Finding answers to difficult questions
Exploring what to do when you're trying to find answers to hard technical problems on the internet, and all the usual options aren't working. October 20, 2022 People Building
I’ve been working on a game engine in the background for a while. Most of this work though has been learning, with the idea of “oh yeah I’m also making a game engine” becoming a useful preface and facet of myself through which to take in new information. Suddenly I have a reason to learn about IL in C#, finally checking out the stb libs, etc.
That said, it has been a difficult road. Much has been said recently about the collapsing usefulness of search on the web, but this is felt even more so when you start digging into topics that aren’t searched for or talked about at near the same rate as tools like React.js. Some hard things I’ve had to find recently:
- Visual studio configuration for dotnet core projects (why does my program run from the cli but crash in Visual Studio?)
- “Advanced” P/Invoke in C#
- Sokol libraries
It’s not even that this information is harder to find on the internet, it’s that there is simply less content out about any of the above things. Not only this, but due to the nature of the above things and the typical problems you’re solving by engaging with those things, most content is written starting from step 5, skipping (or assuming) requisite knowledge from step 1-4 such that you can engage with what’s important or different.
What I’m circling in general is that, on the internet, there is a dearth of beginner content about advanced topics. Reading about stuff like P/Invoke or Marshalling in the Microsoft docs feels like someone banged it out over a lunch break out of obligation, knowing that the target audience for the docs likely works at Accenture and can just ask their local greybeard about any issues or gaps. This is obviously frustrating, and something I acutely feel as someone that frequently feels just slightly out of their depth.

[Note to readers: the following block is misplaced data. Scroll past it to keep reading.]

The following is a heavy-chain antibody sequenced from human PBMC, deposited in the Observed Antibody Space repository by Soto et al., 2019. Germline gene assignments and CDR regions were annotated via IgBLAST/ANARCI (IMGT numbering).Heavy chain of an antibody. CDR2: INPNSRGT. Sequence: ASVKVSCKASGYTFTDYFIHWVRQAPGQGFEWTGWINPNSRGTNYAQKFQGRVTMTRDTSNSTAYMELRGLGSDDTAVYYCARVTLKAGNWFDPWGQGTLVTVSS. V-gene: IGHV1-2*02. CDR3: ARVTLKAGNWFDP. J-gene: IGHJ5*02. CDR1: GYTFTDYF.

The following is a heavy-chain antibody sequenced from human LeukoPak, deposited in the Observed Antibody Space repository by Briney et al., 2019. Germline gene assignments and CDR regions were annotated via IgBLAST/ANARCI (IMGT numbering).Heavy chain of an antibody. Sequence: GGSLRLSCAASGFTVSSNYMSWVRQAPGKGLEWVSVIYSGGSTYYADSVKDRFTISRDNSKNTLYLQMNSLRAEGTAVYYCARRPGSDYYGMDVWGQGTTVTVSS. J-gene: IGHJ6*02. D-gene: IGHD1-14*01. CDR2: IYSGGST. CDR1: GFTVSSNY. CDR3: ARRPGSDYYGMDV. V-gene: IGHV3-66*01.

That said, what I consider advanced topics you may consider rote and vice versa - I think especially when trying to become A Good Programmer, it’s a common state to be in. That doesn’t mean it’s any more pleasant though, and after getting into this state again with game engine stuff, I wanted to write a post on some Tips and Lessons I’ve sort of gathered over the years (coping strategies?) that have helped me pull through the darkest hours. Or said differently “How do you get answers to hard problems (that have answers)”
This sounds so dumb but I find it is a necessary, active practice for me, that without it I would get nothing done. Specifically, Know that your problem has a solution.
Say it again:
Your Problem Has A Solution
I think it’s very easy to go from “I can’t find the answer” to “there is no answer”, but this is basically never the case. Unless you are working on some fringe technology at the bleeding edge of science and computing, it’s almost 100% guaranteed that whatever problem you are facing has a solution.
This is not even meant to be just the truism it sounds like, as I mean this more practically. In software, you are very likely using tools and libraries created by other people - by the nature of using those tools and libraries you are creating and running into problems produced by the circumstances of the tools that you use. This already then bounds your problem/solution space to those that can be produced — or said differently, by using a tool like MS Paint, you would produce “MS Paint-shaped problems”, not Adobe premiere shaped problems. This already means you have a starting point for a solution, and are not working in some unbounded space. I mention this because it requires a step back from problem solving at the start - when you run into issues with software, it can be easy to see a problem as totally unbounded. However, by the nature of producing the problem in the first place, your problem is in fact already bounded, and hence likely knowable.
StackOverflow seems like an inexhaustible wreath of knowledge, but where we’re going that isn’t the case. Assuming you can’t just google your problem and click the first result, the next step is to find where answers are. It’s easy to assume there is a 1-to-1 relationship between your problem area/domain and some hide-y hole of experts on that, and maybe if you’re lucky that does exist, and you could find your answer there by just googling “visual studio enthusiasts” or something.